In Part 3, we looked at the Upper and Lower West corridors, reflecting flows across the western Louisiana border. These gas flows historically have moved west-to-east from Texas and Oklahoma supply basins into Louisiana. But Marcellus/Utica pushback also has reversed the flow direction on a couple of the pipes, with Enbridge’s Texas Eastern Transmission (TETCO) and TGP now flowing more east-to-west into Texas.
Finally, in Part 4, we analyzed flows across the North and Offshore Gulf boundaries, as well as flows cutting through Central Louisiana. These are perhaps the most changed corridors in the bunch. Flows across the North border flipped in 2016 from net outbound from Louisiana to net inbound, again as a function of the enormous supply growth in the Northeast that is increasingly making its way south. At the same time, Offshore Gulf supply has dwindled. It’s no surprise then that if we zero in on the north-south flows through the middle of the state, much more gas is moving southbound than ever before.
So, clearly, Marcellus/Utica reversal projects and the changing supply-demand balance in Louisiana already have turned regional flow patterns on their head. But multiple factors, on both the supply and demand sides, are expected to continue disrupting the market balance in Louisiana over the next few years. Supply in northern Louisiana will continue rising, as more Marcellus/Utica takeaway projects and Haynesville production growth deluge the region, while LNG export capacity additions will bring more demand in southern Louisiana. We’ll come back in the next episode of this series to the seven-corridor framework to project how these factors will affect flow patterns over the next several years. But first, today, we take a closer look at the timing and extent of the major changes that are coming. We start on the demand side, with the LNG exports.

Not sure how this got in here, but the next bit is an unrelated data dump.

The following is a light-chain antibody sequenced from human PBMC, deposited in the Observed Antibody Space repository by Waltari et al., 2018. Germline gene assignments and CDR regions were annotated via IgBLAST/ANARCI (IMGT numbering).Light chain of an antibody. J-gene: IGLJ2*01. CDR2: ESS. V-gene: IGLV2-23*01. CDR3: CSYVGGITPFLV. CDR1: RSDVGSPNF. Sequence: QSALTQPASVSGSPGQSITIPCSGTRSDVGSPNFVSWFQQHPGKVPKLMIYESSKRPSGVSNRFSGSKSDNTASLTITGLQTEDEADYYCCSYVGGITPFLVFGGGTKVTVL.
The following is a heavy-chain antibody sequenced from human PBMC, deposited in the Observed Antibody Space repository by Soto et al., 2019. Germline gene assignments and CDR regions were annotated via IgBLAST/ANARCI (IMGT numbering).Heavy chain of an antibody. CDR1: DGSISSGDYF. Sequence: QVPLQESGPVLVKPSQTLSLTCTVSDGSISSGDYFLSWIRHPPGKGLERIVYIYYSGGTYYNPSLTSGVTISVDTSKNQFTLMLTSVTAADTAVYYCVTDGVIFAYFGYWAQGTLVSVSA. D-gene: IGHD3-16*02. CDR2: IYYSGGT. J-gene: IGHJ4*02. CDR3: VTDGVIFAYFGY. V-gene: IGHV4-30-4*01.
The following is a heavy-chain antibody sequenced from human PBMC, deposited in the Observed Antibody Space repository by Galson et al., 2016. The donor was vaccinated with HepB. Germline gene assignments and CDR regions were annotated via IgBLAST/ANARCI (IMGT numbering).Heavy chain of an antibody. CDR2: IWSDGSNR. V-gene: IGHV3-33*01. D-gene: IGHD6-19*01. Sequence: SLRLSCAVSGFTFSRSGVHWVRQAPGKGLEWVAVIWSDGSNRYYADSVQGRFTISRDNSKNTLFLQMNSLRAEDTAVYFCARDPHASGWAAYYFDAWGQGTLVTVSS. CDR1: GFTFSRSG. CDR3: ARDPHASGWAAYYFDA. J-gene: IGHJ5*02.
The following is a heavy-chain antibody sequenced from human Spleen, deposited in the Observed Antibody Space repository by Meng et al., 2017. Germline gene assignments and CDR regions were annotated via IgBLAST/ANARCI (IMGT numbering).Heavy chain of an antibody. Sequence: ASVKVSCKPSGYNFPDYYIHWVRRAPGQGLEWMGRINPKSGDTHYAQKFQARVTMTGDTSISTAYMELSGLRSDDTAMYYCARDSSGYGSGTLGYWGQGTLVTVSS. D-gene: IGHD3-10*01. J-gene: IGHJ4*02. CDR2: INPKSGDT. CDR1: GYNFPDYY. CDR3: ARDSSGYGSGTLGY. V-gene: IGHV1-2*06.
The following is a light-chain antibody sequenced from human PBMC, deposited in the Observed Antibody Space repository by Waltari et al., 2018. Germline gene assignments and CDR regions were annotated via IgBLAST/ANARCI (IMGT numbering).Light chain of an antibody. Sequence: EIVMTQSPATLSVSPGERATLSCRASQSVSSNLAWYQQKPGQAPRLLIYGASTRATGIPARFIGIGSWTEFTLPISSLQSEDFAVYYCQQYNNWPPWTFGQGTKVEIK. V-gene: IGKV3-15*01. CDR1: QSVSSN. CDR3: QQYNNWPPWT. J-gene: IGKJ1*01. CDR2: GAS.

LNG export capacity additions
Figure 1 illustrates the timing of LNG export capacity additions from 2016 through 2023, both in Louisiana and elsewhere. The parenthetical notes next to each facility label indicate the liquefaction trains that are planned for each export facility.
Figure 1. Source: RBN (Click to Enlarge)
As we’ve covered in previous blogs, Sabine Pass (the darker blue layer at the bottom) started up in early 2016 with one liquefaction train and has since brought on three more trains for a total export capacity of about 3.0 Bcf/d. With each new train, the capacity has been close to fully utilized, with piped gas deliveries to the facility averaging 2.8 Bcf/d this winter, from November 2017 through March 2018. Owner Cheniere has plans for at least one more train, due online in 2019.